More and more PC users leave their computers on all the time, but after a few days of usage, the chance of a system crash increases dramatically. This phenomenon-known as “aging”-occurs from a steady accumulation of the small programming errors common in software. There’s no cure for aging except to reboot the system, but now researchers at IBM, led by Tom Bradicich, have developed a software rejuvenation program that can predict when a computer is close to the edge and warn users it’s time to reboot. The software is built into the latest version of IBM Director, the software that runs on IBM’s low-end servers. Bradicich says the program could be modified for use in other Windows and Linux computers. -E. Brown
The dark secret behind those cute AI-generated animal images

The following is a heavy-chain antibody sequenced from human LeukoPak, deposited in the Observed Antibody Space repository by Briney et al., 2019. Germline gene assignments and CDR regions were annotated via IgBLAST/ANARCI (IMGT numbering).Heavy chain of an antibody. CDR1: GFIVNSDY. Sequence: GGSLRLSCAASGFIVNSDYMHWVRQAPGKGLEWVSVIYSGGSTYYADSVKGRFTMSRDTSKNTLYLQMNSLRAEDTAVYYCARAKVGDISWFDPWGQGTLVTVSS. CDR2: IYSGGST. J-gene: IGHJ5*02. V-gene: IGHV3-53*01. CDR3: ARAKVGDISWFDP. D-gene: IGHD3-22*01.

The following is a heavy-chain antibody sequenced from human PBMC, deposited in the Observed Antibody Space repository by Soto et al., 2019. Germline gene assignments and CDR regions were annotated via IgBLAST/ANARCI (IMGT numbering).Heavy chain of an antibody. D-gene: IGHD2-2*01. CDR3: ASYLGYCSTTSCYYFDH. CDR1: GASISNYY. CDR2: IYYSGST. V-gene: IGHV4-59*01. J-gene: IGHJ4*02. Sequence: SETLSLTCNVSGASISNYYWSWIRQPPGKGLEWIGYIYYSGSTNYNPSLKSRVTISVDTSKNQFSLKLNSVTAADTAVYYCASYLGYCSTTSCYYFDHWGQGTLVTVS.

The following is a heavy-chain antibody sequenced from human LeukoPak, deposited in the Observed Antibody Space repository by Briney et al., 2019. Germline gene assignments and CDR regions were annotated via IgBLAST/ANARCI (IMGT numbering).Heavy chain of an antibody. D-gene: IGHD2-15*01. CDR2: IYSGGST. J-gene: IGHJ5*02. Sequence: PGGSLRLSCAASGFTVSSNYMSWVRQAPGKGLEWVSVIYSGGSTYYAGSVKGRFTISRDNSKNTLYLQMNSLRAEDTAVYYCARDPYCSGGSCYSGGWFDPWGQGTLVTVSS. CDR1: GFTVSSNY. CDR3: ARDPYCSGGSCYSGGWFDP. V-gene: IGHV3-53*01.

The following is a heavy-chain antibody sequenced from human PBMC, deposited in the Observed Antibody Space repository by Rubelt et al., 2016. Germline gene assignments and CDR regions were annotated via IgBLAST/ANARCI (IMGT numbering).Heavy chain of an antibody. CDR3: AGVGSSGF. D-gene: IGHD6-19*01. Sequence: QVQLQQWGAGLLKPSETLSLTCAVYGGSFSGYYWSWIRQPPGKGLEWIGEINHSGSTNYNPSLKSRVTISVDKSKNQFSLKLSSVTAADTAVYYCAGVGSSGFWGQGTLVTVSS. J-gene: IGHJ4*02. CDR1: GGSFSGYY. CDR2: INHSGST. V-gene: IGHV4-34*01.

Google Brain has revealed its own image-making AI, called Imagen. But don't expect to see anything that isn't wholesome.
Inside Charm Industrial’s big bet on corn stalks for carbon removal
The startup used plant matter and bio-oil to sequester thousands of tons of carbon. The question now is how reliable, scalable, and economical this approach will prove.
The hype around DeepMind’s new AI model misses what’s actually cool about it
Some worry that the chatter about these tools is doing the whole field a disservice.
How Charm Industrial hopes to use crops to cut steel emissions
The startup believes its bio-oil, once converted into syngas, could help clean up the dirtiest industrial sector.
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